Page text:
Malawi on Tuesday increased fuel prices by an average 27 percent but legal experts said the move, which will likely stoke inflation in the southern African nation, may be illegal.
The Malawi Energy Regulatory Authority (Mera) said the pump price of petrol had increased by 31 percent, diesel by 38 percent and paraffin by 10 percent to reflect higher world commodity prices since its last revision in January.
“This fuel hike is illegal because under section 9(C) of the Energy Regulations Act, only the Board of the Malawi Energy Regulatory Authority has the powers to approve prices of energy sales and there is no board at Mera at present,” Wapona Kita, one of the country’s leading lawyers said in a posting on Facebook.
President Mutharika dissolved the Mera board in December last year and he is yet to appoint another one.
Those increases have been exacerbated by a 10 percent devaluation of the kwacha introduced in August to counter a chronic lack of dollars in the domestic economy.
Fuel shortages and the soaring cost of imported goods caused unprecedented demonstrations in July against President Bingu wa Mutharika, whose security forces killed 20 people in an ensuing crackdown.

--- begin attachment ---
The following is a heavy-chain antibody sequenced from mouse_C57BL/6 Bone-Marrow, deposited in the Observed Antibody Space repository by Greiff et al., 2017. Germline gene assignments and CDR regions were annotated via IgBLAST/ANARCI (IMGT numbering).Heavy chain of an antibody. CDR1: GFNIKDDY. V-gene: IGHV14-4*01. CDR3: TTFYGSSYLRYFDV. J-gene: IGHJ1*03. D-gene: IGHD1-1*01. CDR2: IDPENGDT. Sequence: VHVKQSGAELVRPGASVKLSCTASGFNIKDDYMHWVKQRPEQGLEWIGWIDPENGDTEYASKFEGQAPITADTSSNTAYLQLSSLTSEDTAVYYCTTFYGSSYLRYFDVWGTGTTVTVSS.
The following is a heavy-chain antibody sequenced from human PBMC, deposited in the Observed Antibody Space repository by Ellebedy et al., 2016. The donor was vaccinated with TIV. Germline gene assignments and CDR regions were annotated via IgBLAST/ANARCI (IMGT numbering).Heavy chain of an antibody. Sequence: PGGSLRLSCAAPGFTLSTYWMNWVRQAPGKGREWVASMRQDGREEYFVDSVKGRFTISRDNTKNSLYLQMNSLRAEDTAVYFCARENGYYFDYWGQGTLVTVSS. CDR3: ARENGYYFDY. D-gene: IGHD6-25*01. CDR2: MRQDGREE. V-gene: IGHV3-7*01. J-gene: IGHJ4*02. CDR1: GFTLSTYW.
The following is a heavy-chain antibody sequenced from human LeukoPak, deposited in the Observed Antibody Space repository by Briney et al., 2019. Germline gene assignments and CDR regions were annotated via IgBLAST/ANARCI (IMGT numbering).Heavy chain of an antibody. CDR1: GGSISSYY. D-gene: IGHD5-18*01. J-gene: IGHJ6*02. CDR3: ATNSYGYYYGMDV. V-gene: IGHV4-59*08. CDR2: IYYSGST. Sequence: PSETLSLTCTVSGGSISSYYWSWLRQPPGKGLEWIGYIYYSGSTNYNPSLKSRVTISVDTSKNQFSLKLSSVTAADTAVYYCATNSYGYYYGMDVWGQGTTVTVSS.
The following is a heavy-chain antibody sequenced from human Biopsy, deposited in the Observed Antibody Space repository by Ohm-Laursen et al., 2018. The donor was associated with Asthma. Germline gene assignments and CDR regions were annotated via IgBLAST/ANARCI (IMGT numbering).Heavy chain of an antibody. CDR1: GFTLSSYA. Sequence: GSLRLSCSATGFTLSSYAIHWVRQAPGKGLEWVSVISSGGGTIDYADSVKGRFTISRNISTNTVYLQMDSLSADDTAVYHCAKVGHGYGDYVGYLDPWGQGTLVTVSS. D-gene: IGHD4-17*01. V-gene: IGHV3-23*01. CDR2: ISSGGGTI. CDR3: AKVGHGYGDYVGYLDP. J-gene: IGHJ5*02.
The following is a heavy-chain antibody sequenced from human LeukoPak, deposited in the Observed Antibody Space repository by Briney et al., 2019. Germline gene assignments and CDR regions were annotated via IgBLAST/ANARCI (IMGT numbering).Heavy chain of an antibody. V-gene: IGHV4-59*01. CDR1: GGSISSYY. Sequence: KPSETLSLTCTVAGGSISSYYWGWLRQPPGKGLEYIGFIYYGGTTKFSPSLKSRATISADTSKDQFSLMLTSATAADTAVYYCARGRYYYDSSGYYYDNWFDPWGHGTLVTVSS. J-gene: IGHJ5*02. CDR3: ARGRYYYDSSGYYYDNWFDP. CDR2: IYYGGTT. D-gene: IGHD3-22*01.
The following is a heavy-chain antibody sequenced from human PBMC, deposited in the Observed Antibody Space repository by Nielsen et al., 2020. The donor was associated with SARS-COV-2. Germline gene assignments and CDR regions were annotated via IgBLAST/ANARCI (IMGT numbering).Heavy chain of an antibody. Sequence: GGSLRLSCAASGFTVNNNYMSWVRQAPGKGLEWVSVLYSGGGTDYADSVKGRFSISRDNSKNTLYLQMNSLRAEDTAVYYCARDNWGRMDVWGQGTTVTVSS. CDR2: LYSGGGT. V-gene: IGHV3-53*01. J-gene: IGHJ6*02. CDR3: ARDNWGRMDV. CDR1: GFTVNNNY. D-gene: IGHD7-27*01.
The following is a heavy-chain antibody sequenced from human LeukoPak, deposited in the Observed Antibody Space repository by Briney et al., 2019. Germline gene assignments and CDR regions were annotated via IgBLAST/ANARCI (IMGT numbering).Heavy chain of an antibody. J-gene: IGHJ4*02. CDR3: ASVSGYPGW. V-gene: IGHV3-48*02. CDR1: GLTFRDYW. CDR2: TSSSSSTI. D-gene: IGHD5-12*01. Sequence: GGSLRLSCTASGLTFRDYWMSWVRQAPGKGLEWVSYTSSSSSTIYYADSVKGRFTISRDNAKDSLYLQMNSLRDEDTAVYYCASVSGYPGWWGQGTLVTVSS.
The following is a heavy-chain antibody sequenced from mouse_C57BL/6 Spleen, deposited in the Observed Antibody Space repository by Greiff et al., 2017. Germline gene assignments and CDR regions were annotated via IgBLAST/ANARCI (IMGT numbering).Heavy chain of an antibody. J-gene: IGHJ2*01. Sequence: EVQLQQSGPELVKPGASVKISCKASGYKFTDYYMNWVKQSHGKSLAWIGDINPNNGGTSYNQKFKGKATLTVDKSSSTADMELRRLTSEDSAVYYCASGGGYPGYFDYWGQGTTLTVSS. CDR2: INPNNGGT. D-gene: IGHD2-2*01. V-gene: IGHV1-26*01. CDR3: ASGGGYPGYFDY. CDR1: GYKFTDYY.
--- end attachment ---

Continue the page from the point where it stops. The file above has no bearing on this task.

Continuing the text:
Following the adjustments, petrol will now sell at $2.3 per litre, up from $1.8, and diesel at $2.1, up from $1.6 per litre.
Year-on-year inflation stood at 7.7 percent in September, up from 7.6 percent in August. The Economists Association of Malawi (Ecama) welcommed the increase hoping that this may help ease the fuel shortages that have hit the country and paralyzed production in most industry.
Ecama president Naomi Ngwira cited the increase in the cost of borrowing for purchasing fuel by government as one other likely factor that might have pushed the increase in fuel prices.
Said Ngwira: “There is justification because petrol price could have even gone higher [than the new price of K380].”
She expressed hope that the increase in the prices of fuel will lead to the stable availability of fuel particularly diesel.